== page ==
Letter of protest to the Political Red Cross
The anarchist Yakov Moiseyevich Voykhanskiy was born in 1897. On July 3, 1927, he was arrested in Moscow. Upon being released, he wrote an appeal for help to the organization Pompolit (Aid to Political Prisoners). A quasi-independent agency, previously known as the Political Red Cross, Pompolit tried to help victims of the Soviet justice system on moral or humanitarian grounds.
On July 3, 1927, around 8 p.m., I was removed from a streetcar and taken to the OGPU unit in the Kursk railway station [Moscow]. Why I was taken to the OGPU rather than the police station, I don’t know. I was taken there for not being able to pay the one ruble fine for getting on the tram while it was moving. Placed in a cell, I was subject to a savage beating by railway agents of the GPU, assisted by two policemen. Covered with blood, I was stomped on while being cursed and called names like “scumbag” and “swine.” They tore off my belt and used it to tie my hands behind my back, causing me great pain. To my cries and protests, they sneered: “We beat scum like you when you’re flat on the floor.” I was almost suffocated while seven people participated in this unrestrained beat-down. I clearly remember being piled on, kicked with the heels of boots, and being choked. I didn’t hear a single protest from those present in the cell.
The initiator of this terrible beating was an agent who pounded with his fist on the table before it started, shouting and threatening me. He said he was a Party member and that he would give me “such a thrashing that I would be aching all over.” This infuriated me. I also pounded with my fist on the table and declared, firstly, that he was soiling the banner of communism instead being a role model for everyone, and secondly, in tsarist times they couldn’t intimidate me, and that it was unlikely that I could be intimidated now. I announced that I was a staunch anarchist and demanded immediate release because I was in a hurry to get home.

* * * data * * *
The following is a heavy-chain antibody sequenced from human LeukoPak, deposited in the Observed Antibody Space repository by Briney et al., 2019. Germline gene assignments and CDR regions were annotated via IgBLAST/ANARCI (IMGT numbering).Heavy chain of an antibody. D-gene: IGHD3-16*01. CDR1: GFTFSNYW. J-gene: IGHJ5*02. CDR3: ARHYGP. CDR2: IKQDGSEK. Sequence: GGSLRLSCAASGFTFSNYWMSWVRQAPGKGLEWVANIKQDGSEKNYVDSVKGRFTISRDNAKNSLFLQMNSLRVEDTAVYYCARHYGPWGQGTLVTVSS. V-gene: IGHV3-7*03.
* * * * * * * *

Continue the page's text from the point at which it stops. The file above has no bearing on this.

The response I received was that all anarchists are gangsters, to which I answered: “If I’m a gangster, then you’re ten times more a gangster.” “Ah, now I’m going to show you what a gangster I am.” And the gang assault described above began. After the beating I was rushed to the Police Station № 33 in a cab, where they untied my hands, which were burning with pain. They gave me valerian and drew up a protocol which they didn’t even give me to read, and which they didn’t require me to sign.
When my things were returned to me, I demanded that a complaint be drawn up about my beating and that my cap, covered with blood, be entered in evidence. But I was told by the guard on duty that while my beating was illegal, it was a matter of a “very unfortunate misunderstanding,” and that the police could not draw up a complaint against the GPU, who were their superiors. And, swollen from the beatings of the GPU, I was released, with profuse apologies.
It is my wish that those in positions of responsibility deal with this issue with the utmost impartiality and, realizing its importance, take the most energetic and decisive measures to eradicate this nightmarish situation to which any person is exposed, any person at all.
[Signed Ya. M. Voykhanskiy]
Voykhanskiy was active in the underground anarchist movement in the USSR in the 1920s–1930s. In particular, he was one of the organizers of the “Union of Working Class Anarchists,” active in various cities of the USSR in 1928 – 1930. A proponent of the Platform of Petr Arshinov and Nestor Makhno, he was frequently arrested by the Cheka-OGPU-NKVD. In 1937 he was arrested in Moscow and sentenced to the VMN (Highest Measure of Punishment). However, he wasn’t shot, for he died in a psychiatric hospital in Kazan on January 1, 1940.